There’s a story on NPR news about college advertising brochures.
Pippert and his researchers looked at more than 10,000 images from college brochures, comparing the racial breakdown of students in the pictures to the colleges’ actual demographics. They found that, overall, the whiter the school, the more diversity depicted in the brochures, especially for certain groups.
When you look at the research paper it turns out that’s not quite right. The main data table (Table 3) is
What it shows is that the proportion of African-American students in photos in the brochure is actually pretty much constant, regardless of the proportion at the university. It’s the exaggeration that increases for whiter campuses. It would have been nice to see this in a graph (and also perhaps see White+Asian pooled), but sociology doesn’t routinely do graphs (Kieran Healy has a paper trying to get them to)
Interestingly, the 15% or so proportion of African-American students in photos is above the proportion in the population as a whole (12.4%), but is very close to the proportion in the 16-19 age band, which includes the target audience for these brochures. That may well be just a coincidence, since there’s enough geographical variation that basically no-one is exposed to what the US population proportion looks like.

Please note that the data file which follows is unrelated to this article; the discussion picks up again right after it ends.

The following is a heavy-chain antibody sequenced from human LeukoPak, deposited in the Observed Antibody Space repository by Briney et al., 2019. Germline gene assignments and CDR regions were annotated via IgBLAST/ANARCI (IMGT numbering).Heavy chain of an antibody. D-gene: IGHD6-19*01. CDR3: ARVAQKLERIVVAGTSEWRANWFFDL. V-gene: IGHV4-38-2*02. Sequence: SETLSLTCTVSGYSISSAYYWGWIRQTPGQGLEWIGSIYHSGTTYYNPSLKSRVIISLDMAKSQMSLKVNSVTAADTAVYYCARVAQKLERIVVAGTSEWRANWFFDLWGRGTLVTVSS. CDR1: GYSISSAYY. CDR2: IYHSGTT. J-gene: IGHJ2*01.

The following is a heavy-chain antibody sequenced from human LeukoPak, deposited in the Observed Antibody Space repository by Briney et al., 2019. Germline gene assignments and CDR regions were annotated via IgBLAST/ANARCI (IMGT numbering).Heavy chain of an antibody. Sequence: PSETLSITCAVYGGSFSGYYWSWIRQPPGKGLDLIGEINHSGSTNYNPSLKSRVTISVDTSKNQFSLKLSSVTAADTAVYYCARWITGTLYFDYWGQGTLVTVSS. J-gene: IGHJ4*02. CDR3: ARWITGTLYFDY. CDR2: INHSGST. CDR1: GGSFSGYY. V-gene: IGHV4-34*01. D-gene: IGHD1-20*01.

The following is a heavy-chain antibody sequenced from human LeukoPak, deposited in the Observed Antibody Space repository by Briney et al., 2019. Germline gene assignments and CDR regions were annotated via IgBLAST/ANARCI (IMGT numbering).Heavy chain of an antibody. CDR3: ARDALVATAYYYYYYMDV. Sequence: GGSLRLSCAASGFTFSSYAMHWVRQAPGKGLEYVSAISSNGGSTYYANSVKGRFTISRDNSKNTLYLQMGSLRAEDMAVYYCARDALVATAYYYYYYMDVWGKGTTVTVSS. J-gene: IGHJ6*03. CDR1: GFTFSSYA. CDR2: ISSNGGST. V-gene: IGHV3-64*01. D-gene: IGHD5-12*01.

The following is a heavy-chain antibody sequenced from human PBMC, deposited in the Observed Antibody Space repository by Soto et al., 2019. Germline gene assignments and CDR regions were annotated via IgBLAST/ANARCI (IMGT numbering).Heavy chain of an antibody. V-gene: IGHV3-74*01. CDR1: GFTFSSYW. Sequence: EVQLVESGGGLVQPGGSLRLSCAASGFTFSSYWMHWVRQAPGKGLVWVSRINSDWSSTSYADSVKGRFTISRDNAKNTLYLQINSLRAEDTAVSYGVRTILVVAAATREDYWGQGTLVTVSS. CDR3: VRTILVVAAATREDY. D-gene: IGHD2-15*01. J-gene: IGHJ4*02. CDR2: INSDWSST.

Thomas Lumley (@tslumley) is Professor of Biostatistics at the University of Auckland. His research interests include semiparametric models, survey sampling, statistical computing, foundations of statistics, and whatever methodological problems his medical collaborators come up with. He also blogs at Biased and Inefficient See all posts by Thomas Lumley »